GMX, a decentralized exchange, awarded Collider Research a $1 million bug bounty in 2022. This payout was in recognition of their discovery of a critical bug in GMX’s smart contracts that directly affected how the protocol tracks outstanding debt.
The Bug Affecting GMX And GLP
GMX has not provided more information on how the bug was patched and when. However, the DEX operator said the bug negatively impacted GMX v1 liquidity providers (LPs) as the code led to inaccuracies in quotes related to “the fair value of tokens.” Specifically, the bug affected the Global Liquidity Pool (GLP), causing it to deviate from its fair value.
Since GMX supports up to 50X leverage, a system tracks debt borrowed by traders and how it is repaid. It is smart contract-driven, and the trader enters into debt for every leveraged position. If prices move against them, they are liquidated, and the margin securing the leveraged position is transferred to the protocol.
Any disruption to this mechanism can severely affect GMX, impacting revenue and disincentivizing liquidity providers from engaging.
In September 2022, a flaw affecting GLP and impacting the DEX’s “minimal fee” and “zero price impact” features saw an unidentified exploiter make way with over $570,000 from the AVAX/USD marketplace.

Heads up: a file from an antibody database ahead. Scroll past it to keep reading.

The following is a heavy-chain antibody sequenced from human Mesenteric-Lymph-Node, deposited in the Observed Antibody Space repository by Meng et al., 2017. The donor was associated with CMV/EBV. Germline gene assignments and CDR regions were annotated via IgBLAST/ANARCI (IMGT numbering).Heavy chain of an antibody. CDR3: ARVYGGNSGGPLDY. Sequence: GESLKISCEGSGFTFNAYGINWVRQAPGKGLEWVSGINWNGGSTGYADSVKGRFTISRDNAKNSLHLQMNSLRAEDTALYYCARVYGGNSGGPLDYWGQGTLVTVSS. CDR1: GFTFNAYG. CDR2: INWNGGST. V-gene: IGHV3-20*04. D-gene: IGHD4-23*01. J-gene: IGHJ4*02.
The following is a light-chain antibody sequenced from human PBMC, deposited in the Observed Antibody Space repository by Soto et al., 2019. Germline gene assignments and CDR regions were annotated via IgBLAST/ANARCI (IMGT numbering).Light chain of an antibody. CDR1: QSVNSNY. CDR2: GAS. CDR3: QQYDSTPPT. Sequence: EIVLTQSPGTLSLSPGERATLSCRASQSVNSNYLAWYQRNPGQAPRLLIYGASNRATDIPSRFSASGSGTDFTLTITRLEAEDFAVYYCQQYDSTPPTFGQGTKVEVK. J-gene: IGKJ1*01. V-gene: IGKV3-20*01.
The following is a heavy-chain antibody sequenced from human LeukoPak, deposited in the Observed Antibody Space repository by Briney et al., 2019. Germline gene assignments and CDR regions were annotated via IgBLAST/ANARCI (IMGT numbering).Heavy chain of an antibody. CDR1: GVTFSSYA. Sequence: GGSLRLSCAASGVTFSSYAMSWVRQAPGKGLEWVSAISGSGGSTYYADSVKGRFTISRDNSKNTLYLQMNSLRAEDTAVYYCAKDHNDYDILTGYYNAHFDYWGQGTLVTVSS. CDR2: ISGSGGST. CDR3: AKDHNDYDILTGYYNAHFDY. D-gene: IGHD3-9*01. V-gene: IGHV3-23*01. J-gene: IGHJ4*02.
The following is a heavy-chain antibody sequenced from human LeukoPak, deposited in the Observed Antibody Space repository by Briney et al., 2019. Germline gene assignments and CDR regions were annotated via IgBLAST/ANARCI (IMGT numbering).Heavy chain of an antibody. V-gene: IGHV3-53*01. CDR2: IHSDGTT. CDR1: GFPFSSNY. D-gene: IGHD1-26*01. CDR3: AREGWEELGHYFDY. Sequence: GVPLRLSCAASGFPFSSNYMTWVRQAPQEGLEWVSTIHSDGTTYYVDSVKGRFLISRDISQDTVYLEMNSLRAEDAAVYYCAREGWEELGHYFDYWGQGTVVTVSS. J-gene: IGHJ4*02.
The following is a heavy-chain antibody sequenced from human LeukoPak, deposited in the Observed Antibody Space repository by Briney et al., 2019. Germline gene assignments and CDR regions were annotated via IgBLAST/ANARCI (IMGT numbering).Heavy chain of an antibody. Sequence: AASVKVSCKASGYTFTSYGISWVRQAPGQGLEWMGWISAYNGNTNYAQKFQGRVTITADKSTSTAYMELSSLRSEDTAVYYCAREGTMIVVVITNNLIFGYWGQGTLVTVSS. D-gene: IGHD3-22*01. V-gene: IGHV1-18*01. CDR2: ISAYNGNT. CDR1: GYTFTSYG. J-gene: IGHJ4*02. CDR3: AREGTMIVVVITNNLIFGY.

By deploying on Arbitrum, a layer-2, and Avalanche, a high throughput and low-fee blockchain, the protocol supports low-fee swapping powered by GLP, a liquidity pool holding all assets traded on GMX. From the GLP, liquidity providers who could have been significantly impacted can earn fees from swap fees, spreads from leverage trading, and whenever there is asset rebalancing.
Bounty Program Can Reward Up To $5 Million
Further details show that GMX’s bug bounty program focuses on ensuring their smart contracts and application function as designed without weakness, considering the trustless nature of swaps. The goal is to prevent theft of user funds through various means, including unauthorized transfers, price manipulation of GLP, freezing, and other threat vectors.
Whenever there is a flaw, and the white hacker identifies it, the GMX bug bounty program will distribute rewards depending on the flaw’s severity. However, any submission must accompany a report demonstrating how the code error impacts the protocol before being reviewed and the reward distributed.
Even so, in GMX, all critical smart contract vulnerabilities are subject to a 10% cap on the potential damage it would have caused. The maximum bounty paid to developers who pick out critical code flaws is $5 million.
Feature image from Canva, chart from TradingView